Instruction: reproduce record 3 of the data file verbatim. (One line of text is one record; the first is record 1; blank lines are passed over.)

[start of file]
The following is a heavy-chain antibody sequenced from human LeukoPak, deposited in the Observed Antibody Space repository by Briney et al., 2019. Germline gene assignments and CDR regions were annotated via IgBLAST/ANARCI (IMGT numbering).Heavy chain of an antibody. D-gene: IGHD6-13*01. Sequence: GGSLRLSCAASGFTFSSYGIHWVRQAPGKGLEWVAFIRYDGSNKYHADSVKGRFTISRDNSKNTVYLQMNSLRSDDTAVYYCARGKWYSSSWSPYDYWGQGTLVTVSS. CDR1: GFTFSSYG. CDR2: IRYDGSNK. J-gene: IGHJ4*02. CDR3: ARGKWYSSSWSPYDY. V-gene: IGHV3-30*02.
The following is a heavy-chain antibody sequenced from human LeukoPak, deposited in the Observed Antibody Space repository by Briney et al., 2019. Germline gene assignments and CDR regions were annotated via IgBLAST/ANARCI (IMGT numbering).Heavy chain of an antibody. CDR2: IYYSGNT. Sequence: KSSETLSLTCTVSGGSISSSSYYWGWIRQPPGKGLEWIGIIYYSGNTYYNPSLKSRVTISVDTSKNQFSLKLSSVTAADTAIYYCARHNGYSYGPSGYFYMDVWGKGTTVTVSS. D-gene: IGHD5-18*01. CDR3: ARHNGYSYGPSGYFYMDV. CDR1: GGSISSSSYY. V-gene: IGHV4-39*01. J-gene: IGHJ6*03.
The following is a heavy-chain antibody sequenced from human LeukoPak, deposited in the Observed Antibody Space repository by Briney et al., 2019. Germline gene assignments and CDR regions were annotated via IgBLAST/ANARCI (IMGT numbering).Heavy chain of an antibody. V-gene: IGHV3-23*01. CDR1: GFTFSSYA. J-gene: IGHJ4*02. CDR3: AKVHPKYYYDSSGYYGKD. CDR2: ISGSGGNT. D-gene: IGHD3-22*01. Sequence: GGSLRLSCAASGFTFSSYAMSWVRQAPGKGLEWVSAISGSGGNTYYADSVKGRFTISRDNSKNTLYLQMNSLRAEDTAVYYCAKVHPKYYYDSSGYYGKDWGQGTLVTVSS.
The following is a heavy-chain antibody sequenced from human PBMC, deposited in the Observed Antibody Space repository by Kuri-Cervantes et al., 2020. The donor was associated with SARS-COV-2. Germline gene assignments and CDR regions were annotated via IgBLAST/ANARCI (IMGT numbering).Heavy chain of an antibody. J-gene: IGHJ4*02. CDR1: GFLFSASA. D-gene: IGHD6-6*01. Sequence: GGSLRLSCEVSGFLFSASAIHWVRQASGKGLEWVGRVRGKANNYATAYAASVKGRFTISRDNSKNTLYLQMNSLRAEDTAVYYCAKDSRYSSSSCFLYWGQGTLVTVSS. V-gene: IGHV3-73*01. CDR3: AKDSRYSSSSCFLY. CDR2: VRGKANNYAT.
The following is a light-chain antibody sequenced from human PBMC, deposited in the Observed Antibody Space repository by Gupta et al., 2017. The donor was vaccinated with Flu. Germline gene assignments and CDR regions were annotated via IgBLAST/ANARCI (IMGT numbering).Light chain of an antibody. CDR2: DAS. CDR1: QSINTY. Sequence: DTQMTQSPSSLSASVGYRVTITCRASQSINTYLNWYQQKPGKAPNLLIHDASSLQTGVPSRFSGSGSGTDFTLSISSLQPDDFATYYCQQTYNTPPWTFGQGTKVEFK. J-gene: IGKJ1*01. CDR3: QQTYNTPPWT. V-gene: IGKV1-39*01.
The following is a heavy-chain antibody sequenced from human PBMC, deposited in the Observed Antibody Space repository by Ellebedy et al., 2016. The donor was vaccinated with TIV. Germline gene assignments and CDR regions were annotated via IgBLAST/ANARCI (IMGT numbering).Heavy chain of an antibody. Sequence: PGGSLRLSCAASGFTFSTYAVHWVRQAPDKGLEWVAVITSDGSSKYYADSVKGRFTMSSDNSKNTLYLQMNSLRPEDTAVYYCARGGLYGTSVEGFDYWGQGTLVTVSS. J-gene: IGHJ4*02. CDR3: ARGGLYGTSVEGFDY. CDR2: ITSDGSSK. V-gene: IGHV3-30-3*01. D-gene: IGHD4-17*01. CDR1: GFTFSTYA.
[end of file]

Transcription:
The following is a heavy-chain antibody sequenced from human LeukoPak, deposited in the Observed Antibody Space repository by Briney et al., 2019. Germline gene assignments and CDR regions were annotated via IgBLAST/ANARCI (IMGT numbering).Heavy chain of an antibody. V-gene: IGHV3-23*01. CDR1: GFTFSSYA. J-gene: IGHJ4*02. CDR3: AKVHPKYYYDSSGYYGKD. CDR2: ISGSGGNT. D-gene: IGHD3-22*01. Sequence: GGSLRLSCAASGFTFSSYAMSWVRQAPGKGLEWVSAISGSGGNTYYADSVKGRFTISRDNSKNTLYLQMNSLRAEDTAVYYCAKVHPKYYYDSSGYYGKDWGQGTLVTVSS.